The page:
FIG. 5C illustrates I and Q IF signals in a quadrature circuit. Thus, when I and Q are combined, a desired signal 530 and image 532, as well as noise floors 534 and 536 are present. There is also a DC component 528, but this can be filtered out by filter 330. Typically, noise floors 534 and 536 must be below signals 530 and 532 by a specified amount. For example, in a GSM system, noise floors 534 and 536 must be 9 dB below signals 530 and 532, respectively.
In one embodiment, the output of ADC 344 is also in quadrature. In fact, any or all of the signals in circuit 300 can be in quadrature. This obviously requires duplicate components in some instances, which raises the cost, board area, and assembly time of circuit 300 and, therefore, is typically not done for all signals. In an embodiment with quadrature output from ADC 344, the I and Q digital signals can be taken directly from even and odd ADC sample outputs, respectively. For example, in one embodiment, ADC 344 samples the output of LO 342 at a rate of 4 samples per second. The I digital data is then taken from the even samples and the Q digital data is taken from the odd samples. It should be noted that the conditions illustrated in FIG. 5C must be met in order for the I and Q data to be taken directly from the even and odd samples.
FIG. 6 is a block diagram detailing a wireless communication receiver 600. RF received signals are first coupled to antenna 602 and duplexer 604. A Low Noise Amplifier (LNA) 606 is coupled to the receiver output of duplexer 604. LNA 606 amplifies the received signal while contributing a minimal amount of signal degradation. The output of LNA 302 is coupled to a filter 608 that is used to reject frequencies outside of a predetermined bandwidth. Filter 608 is advantageously placed after LNA 606 to minimize signal degradation as a result of filter insertion loss. Placement of filter 608 following the LNA 606, therefore, results in minimal contribution from the filter to the overall receive noise figure. The filtered output is coupled to a first mixer 610. First mixer 610 is used to downconvert the received signal to an IF signal. First mixer 610 uses a first LO 612 in order to accomplish the down conversion. First mixer 610 multiplies the received signal with first LO 612 and the desired mixer output is a duplicate of the received RF signal centered at a frequency equal to the difference of the received RF center frequency and the frequency of first LO 612. The undesired frequency components output from first mixer 610 are rejected in a subsequent IF filter 614. The output of IF filter 614 is coupled to an IF amplifier 616 to increase the amplitude of the IF signal. The output of IF amplifier 616 is coupled to the input of a second, or IF mixer 618. A second LO 620 drives the IF mixer 618. IF mixer 618 can be configured to downconvert the IF signal to a second IF or to baseband. When second mixer 618 is configured to convert the IF to baseband, the output of second mixer 618 is coupled to a baseband filter 622. Baseband filter 622 is used to reject the undesired frequency components generated in the IF mixer 618. Again, however, no filter following a mixer is able to reject an undesired mixer component contributed by an image.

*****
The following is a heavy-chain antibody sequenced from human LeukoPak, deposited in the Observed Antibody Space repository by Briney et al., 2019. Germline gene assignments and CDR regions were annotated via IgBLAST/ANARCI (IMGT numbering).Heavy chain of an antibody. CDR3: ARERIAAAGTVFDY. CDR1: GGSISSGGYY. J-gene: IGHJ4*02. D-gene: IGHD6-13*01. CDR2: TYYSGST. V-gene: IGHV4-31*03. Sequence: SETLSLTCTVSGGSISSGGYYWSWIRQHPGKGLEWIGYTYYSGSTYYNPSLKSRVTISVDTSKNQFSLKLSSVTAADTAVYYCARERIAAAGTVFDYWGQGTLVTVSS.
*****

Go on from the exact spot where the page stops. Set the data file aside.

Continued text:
The output of baseband filter 622 is coupled to an ADC 624, where the received information is converted to digital data. The digital data is coupled from the output of ADC 624 to a BER estimator 626, which estimates the BER of the digital data.
The BER value of the digital data is directly related to the signal to noise ratio of the signal. A signal with a low signal to noise ratio will exhibit a high BER. If the BER value exceeds a predetermined threshold the received signal is degraded. The image is the likely contributor to the signal degradation since it is difficult to completely filter out the image signal. BER estimator 626 will command selector 628 to tune the frequency of first LO 612 to an alternative frequency when the BER value exceeds the predetermined threshold. The alternative frequency is that LO frequency that would result in the same desired frequency output from mixer 610. If LO 612 is originally operating as a low side LO, with the LO tuned to a frequency offset below the desired signal, the alternative frequency is that LO frequency that corresponds to a high side LO, where the LO is tuned to a frequency offset above the desired signal. When the second LO changes from a low side LO to a high side LO the desired output frequency remains the same. But, the image frequency changes. The image frequency is below the received signal when low side LO is used, whereas the image frequency is above the received signal when high side LO is used. Thus, the frequency of the image is changed by changing the frequency of the LO. It is unlikely that a signal at the new image frequency is at the same amplitude as the original interfering image. The result of changing the LO frequency is to decrease signal degradation due to the image. Received signal quality is improved by allowing the frequency selector 628 to tune the first LO 612 controller 140 to tune the second LO 332 to the side that results in an acceptable BER.